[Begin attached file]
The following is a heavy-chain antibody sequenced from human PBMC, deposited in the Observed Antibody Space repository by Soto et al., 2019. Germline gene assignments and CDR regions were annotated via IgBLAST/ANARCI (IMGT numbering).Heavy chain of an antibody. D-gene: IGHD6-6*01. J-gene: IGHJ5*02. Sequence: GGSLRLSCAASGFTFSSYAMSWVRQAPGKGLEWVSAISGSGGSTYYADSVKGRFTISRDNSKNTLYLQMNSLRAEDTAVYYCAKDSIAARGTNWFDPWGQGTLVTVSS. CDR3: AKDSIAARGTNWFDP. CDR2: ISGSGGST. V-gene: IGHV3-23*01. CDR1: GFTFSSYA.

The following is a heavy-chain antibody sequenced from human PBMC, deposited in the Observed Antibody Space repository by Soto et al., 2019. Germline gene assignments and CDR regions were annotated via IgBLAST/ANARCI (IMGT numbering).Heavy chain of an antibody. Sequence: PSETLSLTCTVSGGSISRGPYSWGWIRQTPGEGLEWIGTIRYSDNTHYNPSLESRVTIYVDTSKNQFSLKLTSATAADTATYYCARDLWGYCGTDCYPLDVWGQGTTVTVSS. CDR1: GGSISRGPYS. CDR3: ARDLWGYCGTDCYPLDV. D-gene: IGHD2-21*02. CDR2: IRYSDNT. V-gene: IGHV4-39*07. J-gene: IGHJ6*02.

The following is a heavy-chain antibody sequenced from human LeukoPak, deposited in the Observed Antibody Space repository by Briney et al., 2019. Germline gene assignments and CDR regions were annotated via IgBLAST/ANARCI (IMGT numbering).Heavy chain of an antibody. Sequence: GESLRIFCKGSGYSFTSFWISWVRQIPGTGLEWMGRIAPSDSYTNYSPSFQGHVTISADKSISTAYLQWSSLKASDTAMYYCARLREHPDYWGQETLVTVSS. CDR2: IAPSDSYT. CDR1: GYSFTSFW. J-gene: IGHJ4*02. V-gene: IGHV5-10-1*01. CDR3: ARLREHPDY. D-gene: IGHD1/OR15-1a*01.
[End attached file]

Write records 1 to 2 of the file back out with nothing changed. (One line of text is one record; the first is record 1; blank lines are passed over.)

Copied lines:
The following is a heavy-chain antibody sequenced from human PBMC, deposited in the Observed Antibody Space repository by Soto et al., 2019. Germline gene assignments and CDR regions were annotated via IgBLAST/ANARCI (IMGT numbering).Heavy chain of an antibody. D-gene: IGHD6-6*01. J-gene: IGHJ5*02. Sequence: GGSLRLSCAASGFTFSSYAMSWVRQAPGKGLEWVSAISGSGGSTYYADSVKGRFTISRDNSKNTLYLQMNSLRAEDTAVYYCAKDSIAARGTNWFDPWGQGTLVTVSS. CDR3: AKDSIAARGTNWFDP. CDR2: ISGSGGST. V-gene: IGHV3-23*01. CDR1: GFTFSSYA.

The following is a heavy-chain antibody sequenced from human PBMC, deposited in the Observed Antibody Space repository by Soto et al., 2019. Germline gene assignments and CDR regions were annotated via IgBLAST/ANARCI (IMGT numbering).Heavy chain of an antibody. Sequence: PSETLSLTCTVSGGSISRGPYSWGWIRQTPGEGLEWIGTIRYSDNTHYNPSLESRVTIYVDTSKNQFSLKLTSATAADTATYYCARDLWGYCGTDCYPLDVWGQGTTVTVSS. CDR1: GGSISRGPYS. CDR3: ARDLWGYCGTDCYPLDV. D-gene: IGHD2-21*02. CDR2: IRYSDNT. V-gene: IGHV4-39*07. J-gene: IGHJ6*02.